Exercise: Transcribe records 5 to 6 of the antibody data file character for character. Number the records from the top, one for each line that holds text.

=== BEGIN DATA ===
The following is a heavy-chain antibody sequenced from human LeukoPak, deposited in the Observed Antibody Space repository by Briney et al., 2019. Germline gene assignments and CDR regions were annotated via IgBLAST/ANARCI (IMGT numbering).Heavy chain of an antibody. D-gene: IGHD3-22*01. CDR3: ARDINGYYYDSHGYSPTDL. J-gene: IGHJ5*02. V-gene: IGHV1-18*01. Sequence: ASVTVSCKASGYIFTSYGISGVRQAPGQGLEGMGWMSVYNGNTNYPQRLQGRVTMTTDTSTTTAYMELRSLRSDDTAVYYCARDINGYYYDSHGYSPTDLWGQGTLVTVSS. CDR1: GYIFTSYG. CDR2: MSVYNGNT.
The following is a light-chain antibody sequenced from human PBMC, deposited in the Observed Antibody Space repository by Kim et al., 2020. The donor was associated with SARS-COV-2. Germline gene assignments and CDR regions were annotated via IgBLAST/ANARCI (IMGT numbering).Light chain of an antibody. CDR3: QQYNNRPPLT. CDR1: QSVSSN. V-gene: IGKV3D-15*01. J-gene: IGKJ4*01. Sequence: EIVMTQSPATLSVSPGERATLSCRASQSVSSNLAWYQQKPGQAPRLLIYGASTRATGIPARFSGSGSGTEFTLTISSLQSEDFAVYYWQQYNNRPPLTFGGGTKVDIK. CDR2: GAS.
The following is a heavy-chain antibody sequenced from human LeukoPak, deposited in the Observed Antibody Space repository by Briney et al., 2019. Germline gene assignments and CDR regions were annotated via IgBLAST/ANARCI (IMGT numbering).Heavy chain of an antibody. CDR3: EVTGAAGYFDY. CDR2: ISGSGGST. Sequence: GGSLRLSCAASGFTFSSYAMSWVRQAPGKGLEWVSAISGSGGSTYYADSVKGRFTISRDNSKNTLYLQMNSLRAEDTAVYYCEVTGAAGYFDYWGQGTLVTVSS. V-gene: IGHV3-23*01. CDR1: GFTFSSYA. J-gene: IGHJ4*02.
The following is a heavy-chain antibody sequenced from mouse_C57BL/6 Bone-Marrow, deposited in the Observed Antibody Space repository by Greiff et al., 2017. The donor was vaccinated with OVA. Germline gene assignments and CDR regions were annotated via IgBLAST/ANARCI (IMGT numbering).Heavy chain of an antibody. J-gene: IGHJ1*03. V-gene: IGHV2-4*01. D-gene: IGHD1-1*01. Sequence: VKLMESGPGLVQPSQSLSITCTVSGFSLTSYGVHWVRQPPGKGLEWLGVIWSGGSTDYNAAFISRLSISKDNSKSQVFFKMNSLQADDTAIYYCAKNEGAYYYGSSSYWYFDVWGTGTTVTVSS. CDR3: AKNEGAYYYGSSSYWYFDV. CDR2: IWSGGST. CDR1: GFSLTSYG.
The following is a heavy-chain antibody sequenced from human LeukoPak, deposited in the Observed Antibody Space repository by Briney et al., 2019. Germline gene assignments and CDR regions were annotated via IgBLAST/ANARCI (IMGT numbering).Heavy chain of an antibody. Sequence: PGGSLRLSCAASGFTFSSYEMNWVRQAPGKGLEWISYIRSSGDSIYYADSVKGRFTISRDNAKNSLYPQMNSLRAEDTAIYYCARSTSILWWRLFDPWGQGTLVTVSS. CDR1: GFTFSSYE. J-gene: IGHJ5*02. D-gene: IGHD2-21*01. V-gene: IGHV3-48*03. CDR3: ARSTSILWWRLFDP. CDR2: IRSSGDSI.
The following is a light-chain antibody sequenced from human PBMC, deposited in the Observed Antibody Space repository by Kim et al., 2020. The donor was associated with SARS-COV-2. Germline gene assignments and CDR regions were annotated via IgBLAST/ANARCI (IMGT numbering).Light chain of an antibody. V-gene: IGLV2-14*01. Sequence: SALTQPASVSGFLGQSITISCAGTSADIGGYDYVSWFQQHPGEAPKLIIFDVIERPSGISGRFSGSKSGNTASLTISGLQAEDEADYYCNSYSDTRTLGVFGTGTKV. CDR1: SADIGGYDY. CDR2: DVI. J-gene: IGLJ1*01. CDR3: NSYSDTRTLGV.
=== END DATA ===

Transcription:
The following is a heavy-chain antibody sequenced from human LeukoPak, deposited in the Observed Antibody Space repository by Briney et al., 2019. Germline gene assignments and CDR regions were annotated via IgBLAST/ANARCI (IMGT numbering).Heavy chain of an antibody. Sequence: PGGSLRLSCAASGFTFSSYEMNWVRQAPGKGLEWISYIRSSGDSIYYADSVKGRFTISRDNAKNSLYPQMNSLRAEDTAIYYCARSTSILWWRLFDPWGQGTLVTVSS. CDR1: GFTFSSYE. J-gene: IGHJ5*02. D-gene: IGHD2-21*01. V-gene: IGHV3-48*03. CDR3: ARSTSILWWRLFDP. CDR2: IRSSGDSI.
The following is a light-chain antibody sequenced from human PBMC, deposited in the Observed Antibody Space repository by Kim et al., 2020. The donor was associated with SARS-COV-2. Germline gene assignments and CDR regions were annotated via IgBLAST/ANARCI (IMGT numbering).Light chain of an antibody. V-gene: IGLV2-14*01. Sequence: SALTQPASVSGFLGQSITISCAGTSADIGGYDYVSWFQQHPGEAPKLIIFDVIERPSGISGRFSGSKSGNTASLTISGLQAEDEADYYCNSYSDTRTLGVFGTGTKV. CDR1: SADIGGYDY. CDR2: DVI. J-gene: IGLJ1*01. CDR3: NSYSDTRTLGV.